Verocytotoxin-producing Escherichia coli (VTEC) are a major cause of haemorrhagic colitis and haemolytic uraemic syndrome in humans. E. coli O157:H7 is the most common serotype associated with the disease in Scotland, with rates of disease consistently higher in this country than the rest of the UK. While direct environmental exposure to livestock and their faeces is of particular significance in infection, foodborne outbreaks (most commonly linked to contaminated meat and dairy products) remain a risk.
Previous studies have reported that diet could influence the concentration of E.coli O157 shed by sheep. Pilot work showed that sheep fed on root crops/silage/barley in the winter/early spring did not shed E.coli O157 at high concentrations. Therefore, the modification of diet could be a practical, cost effective intervention strategy for reducing shedding of VTEC by sheep, which has the potential to lead to a reduction in levels of the pathogen at slaughter.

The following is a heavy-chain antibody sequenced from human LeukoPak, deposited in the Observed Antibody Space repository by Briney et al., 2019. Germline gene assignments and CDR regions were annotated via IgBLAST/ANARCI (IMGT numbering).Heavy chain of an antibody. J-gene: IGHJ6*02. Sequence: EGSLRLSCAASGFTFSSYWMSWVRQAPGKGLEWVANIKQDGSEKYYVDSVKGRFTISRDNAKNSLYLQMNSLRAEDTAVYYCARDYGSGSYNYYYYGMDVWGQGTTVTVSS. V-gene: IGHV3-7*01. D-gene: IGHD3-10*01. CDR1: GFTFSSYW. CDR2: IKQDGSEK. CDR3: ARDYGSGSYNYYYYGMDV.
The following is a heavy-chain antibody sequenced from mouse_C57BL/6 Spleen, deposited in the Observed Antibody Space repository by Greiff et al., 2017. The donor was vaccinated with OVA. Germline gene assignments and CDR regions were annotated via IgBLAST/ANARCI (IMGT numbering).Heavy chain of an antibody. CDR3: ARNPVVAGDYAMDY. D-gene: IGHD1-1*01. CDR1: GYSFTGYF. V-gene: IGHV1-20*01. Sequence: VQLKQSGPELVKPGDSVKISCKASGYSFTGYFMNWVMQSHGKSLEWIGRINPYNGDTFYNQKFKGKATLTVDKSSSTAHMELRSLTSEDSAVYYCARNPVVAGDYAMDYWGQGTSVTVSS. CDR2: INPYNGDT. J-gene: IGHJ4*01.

This study looked at the effect of changing feed for ruminants to reduce shedding of Verocytotoxin-producing Escherichia coli (VTEC) and thus reduce the risk of disease in humans, notably haemorrahagic colitis and haemolytic uraemic syndrome.
This project is a three year postgraduate studentship co-funded by the Food Standards Agency in Scotland with the University of Aberdeen, Quality Meat Scotland and the National Farmers Union Scotland. The studentship will recruit farms in North East Scotland to take part in the study to investigate the potential of reducing E.coli O157 numbers shed by farm animals through the feeding of root crops. The study will also provide comprehensive data on shedding patterns and multi loci VNTR analysis profiles of E.coli O157 to identify any relevant links to human infection.